It was a hellish experience—literally.
“I came into contact with supernatural evil there—the witchcraft, the demonic possession of certain people,” Volz recalls now. “There would be drastic temperature changes in the prison that always correlated with some horrific murder. I witnessed murders and suicides—more than I could count. I was held in two police jails, an underground detention/torture facility, two penitentiaries and a military police hospital. People would die from pure neglect. It really felt like the last steps before finding out what Hell would be like.”
But that little taste of Hell led Volz back to Jesus.
Six months into his incarceration, he was finally allowed to go outside to play soccer—and found his skills in demand with the gangs ruling the penitentiary.
“That afforded me just enough social rank to leave my cell safely and walk up and down the hallway,” Volz explains.
On one of those trips, he discovered a Bible study led by Mario Sanchez—formerly a pilot for Pablo Escobar, a Colombian drug lord whose Medellin cartel was believed to be responsible for about 80 percent of the cocaine smuggled into the U.S. during the 1980s and early 1990s.
“It was a small group, very ragamuffin,” Volz recalls. “They’d just read the Word and pray for each other. That’s where I really started to learn the purpose behind suffering. There aren’t a lot of people who could identify with what I was going through, but Jesus was one of them. Like me, He’d been wrongfully accused and arrested, slandered, had the court manipulate and fabricate evidence. He was denied due process and tortured.
“One of the things that really unlocks power when you’re facing the reality of death is the reality of the resurrected man of Jesus. If He was able to cheat death, we are able to do the same, so we’re not limited by this physical body. It helped me to be free even though I was behind bars.”
Volz was released on Dec. 21, 2007, as part of an arms deal between the U.S. and Nicaragua involving SAM-7 missiles. Though the last few months of his incarceration were spent in a prison hospital for a panoply of illnesses—a kidney stone, a bladder infection, bronchial inflammation, severe malnutrition and pinkeye—he suffers no lingering physical, mental or emotional trauma from his time behind bars.
What is permanent is his deep understanding of the intersection of criminology, systemic corruption, politics and media, his now-rock solid faith—and the knowledge that God allowed him to experience all that injustice for a very specific reason.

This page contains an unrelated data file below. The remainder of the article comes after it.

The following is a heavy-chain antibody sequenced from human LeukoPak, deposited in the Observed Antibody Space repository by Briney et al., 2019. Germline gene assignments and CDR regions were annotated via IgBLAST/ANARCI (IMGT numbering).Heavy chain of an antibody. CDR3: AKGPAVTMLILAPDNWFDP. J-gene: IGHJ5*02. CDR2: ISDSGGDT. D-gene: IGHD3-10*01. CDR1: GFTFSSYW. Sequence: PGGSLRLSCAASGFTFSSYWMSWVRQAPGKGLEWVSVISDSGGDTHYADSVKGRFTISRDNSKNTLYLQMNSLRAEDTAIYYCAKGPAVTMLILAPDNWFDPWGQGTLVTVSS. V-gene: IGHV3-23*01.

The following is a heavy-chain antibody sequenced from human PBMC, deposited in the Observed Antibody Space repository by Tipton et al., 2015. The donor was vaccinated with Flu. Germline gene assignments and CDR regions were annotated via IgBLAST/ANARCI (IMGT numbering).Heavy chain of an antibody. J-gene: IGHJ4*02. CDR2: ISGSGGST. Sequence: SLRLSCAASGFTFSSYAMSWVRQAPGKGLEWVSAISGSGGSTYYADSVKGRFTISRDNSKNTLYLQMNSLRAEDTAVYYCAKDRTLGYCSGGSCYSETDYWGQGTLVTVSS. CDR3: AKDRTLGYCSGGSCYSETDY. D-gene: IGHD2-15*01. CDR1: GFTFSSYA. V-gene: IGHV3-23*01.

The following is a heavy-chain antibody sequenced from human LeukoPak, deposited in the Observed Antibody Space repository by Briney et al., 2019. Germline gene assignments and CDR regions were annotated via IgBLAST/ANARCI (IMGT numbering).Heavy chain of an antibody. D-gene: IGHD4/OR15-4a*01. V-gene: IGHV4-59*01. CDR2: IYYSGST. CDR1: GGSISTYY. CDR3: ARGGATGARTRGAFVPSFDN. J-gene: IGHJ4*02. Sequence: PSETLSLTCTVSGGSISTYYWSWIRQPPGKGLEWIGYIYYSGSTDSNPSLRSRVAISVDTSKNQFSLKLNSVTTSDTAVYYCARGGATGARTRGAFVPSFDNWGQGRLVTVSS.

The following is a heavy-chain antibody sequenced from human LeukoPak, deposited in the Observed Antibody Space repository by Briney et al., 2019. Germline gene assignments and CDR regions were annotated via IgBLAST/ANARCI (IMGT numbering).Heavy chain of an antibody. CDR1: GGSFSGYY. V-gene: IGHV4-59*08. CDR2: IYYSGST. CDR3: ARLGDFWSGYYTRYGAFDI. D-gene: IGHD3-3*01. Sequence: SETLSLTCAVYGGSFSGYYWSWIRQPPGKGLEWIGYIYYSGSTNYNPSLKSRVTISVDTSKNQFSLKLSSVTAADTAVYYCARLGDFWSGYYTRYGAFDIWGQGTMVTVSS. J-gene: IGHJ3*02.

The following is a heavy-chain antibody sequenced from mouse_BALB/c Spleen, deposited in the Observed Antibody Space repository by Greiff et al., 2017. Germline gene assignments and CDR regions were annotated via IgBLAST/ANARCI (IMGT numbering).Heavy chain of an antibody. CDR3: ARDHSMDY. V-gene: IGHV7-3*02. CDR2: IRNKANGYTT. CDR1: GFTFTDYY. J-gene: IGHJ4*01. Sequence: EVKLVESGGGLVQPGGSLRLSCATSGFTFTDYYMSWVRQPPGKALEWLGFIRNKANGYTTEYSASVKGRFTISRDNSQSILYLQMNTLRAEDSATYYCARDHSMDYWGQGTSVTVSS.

For Freedom’s Sake
It didn’t happen right away, of course. Once back on American soil, all Volz wanted was to decompress and get back to a normal life. But there was nothing normal about life anymore.
“The aftermath was really surprising for me and my family,” he says. “I received a few death threats and spent some time living in hiding. People who defended me in Nicaragua were now facing danger—particularly my lawyer, the reporters who told the facts, even one of the appellate judges who voted to release me was slandered by the media, with people calling for him to be taken out to the ocean and drowned.”
Volz set to work on his book, mostly out of a need to set the record straight and remind the world that Jiménez’s killers still hadn’t been brought to justice, even though the Nicaraguan police knew exactly who and where they were. After its publication in 2010, requests for his expertise started coming: Would he speak at the FBI’s annual prayer breakfast? Law firms and nongovernmental organizations needed his help—as did individuals.
In 2011, the family of Jason Puracal—a Washingtonian who had just been sentenced to 22 years in a Nicaraguan prison on charges of money laundering and drug trafficking—hired Volz to work full-time on the case.
“They said, ‘Name your price, we’re convinced you’re the only way we’ll get him out.’ And they were right—me and the people in the coalition who worked to secure my freedom,” he says. “I inherited a network of people who have been instrumental in all these cases, people who just have a very special anointing for solving injustice.”
Puracal was released in 2012—and the David House Agency became a full-fledged entity.
Despite being named for the Old Testament shepherd boy who slew Goliath, “the David House Agency is not a religious organization at all,” Volz says. “We just happen to be followers of Jesus who are really good at what we do. We don’t accept cases based on someone’s faith. The only requirement we have is that the person is innocent.”